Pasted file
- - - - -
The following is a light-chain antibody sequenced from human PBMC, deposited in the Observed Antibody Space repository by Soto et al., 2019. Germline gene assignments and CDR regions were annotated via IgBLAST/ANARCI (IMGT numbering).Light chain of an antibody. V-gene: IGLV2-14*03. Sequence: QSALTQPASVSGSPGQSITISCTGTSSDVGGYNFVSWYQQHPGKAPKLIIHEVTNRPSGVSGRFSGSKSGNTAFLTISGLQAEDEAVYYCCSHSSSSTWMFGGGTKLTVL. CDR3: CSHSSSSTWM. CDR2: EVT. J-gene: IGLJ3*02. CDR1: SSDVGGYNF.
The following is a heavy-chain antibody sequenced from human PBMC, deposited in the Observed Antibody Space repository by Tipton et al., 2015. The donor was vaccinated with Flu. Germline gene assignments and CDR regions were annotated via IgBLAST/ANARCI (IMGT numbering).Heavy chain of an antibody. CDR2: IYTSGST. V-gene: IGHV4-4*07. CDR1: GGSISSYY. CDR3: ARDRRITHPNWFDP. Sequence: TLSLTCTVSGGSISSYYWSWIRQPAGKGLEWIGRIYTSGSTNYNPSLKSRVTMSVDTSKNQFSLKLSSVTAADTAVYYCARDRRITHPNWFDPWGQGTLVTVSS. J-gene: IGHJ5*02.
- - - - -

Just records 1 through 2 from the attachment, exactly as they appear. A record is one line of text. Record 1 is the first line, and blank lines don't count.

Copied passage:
The following is a light-chain antibody sequenced from human PBMC, deposited in the Observed Antibody Space repository by Soto et al., 2019. Germline gene assignments and CDR regions were annotated via IgBLAST/ANARCI (IMGT numbering).Light chain of an antibody. V-gene: IGLV2-14*03. Sequence: QSALTQPASVSGSPGQSITISCTGTSSDVGGYNFVSWYQQHPGKAPKLIIHEVTNRPSGVSGRFSGSKSGNTAFLTISGLQAEDEAVYYCCSHSSSSTWMFGGGTKLTVL. CDR3: CSHSSSSTWM. CDR2: EVT. J-gene: IGLJ3*02. CDR1: SSDVGGYNF.
The following is a heavy-chain antibody sequenced from human PBMC, deposited in the Observed Antibody Space repository by Tipton et al., 2015. The donor was vaccinated with Flu. Germline gene assignments and CDR regions were annotated via IgBLAST/ANARCI (IMGT numbering).Heavy chain of an antibody. CDR2: IYTSGST. V-gene: IGHV4-4*07. CDR1: GGSISSYY. CDR3: ARDRRITHPNWFDP. Sequence: TLSLTCTVSGGSISSYYWSWIRQPAGKGLEWIGRIYTSGSTNYNPSLKSRVTMSVDTSKNQFSLKLSSVTAADTAVYYCARDRRITHPNWFDPWGQGTLVTVSS. J-gene: IGHJ5*02.